The new rules require municipal advisors to register with the SEC, and mandate a new level of disclosure.
(Published Jan 21, 2014)
The Securities and Exchange Commission announced on Jan. 13 that it has delayed implementation of new municipal advisor rules until July 1, 2014. The rules were initially supposed to take effect on Jan. 13, 2014.
For the better part of the last three years, the SEC has been considering proposed rules intended to provide greater protection for municipalities working with “municipal advisors.” While municipal interests were generally supportive of the rules, there were initial concerns that the definition of municipal advisor was overly broad and might include some municipal officials, as well as professionals such as city attorneys, city engineers, and accountants. The League and other state and federal associations submitted comments to the SEC, and the final rules issued on Sept. 20, 2013, generally addressed the concerns of municipal entities.
The new rules—which are complicated and exhaustive in their scope—require municipal advisors to register with the SEC, and mandate a new level of disclosure. The intent is to provide greater transparency within the municipal financial world.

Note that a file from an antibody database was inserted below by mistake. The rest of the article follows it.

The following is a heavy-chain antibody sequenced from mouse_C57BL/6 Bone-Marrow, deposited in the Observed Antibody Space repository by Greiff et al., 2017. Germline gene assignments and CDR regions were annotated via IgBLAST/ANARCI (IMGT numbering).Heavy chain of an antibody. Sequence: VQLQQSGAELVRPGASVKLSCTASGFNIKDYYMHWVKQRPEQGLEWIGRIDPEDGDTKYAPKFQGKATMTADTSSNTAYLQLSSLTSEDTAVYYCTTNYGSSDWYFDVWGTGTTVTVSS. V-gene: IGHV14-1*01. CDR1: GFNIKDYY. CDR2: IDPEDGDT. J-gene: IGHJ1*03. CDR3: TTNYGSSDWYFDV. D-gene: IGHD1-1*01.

Historically, cities and other local governments that issue municipal bonds have relied on advisors to help them decide how and when to issue the securities and how to invest proceeds from the sales. In July 2010, Congress passed the Dodd-Frank Act, which included a provision to protect municipalities, taxpayers, and investors from conflicted advice and unregulated advisors. The new SEC rules attempt to address this concern.
A “municipal advisor” is a person (who is not a municipal entity or an employee of a municipal entity) who provides advice to or on behalf of a municipal entity with respect to municipal financial products or the issuance of municipal securities, or that undertakes a solicitation of a municipal entity or obligated person.
Professionals such as city attorneys, city engineers, and accountants are exempted from the rules when those individuals are providing advice or services that are of a traditional nature with respect to the issuance of municipal securities or municipal financial products.
While the rules do not directly regulate cities, a number of the exemptions for those providing financial advice to municipalities (e.g., underwriters, brokers, etc.) are tied to a city having a financial advisor, or to the source of the funds being invested. Accordingly, cities may be asked to provide certain written representations. The League will continue to monitor this subject and provide additional advice as best practices develop.
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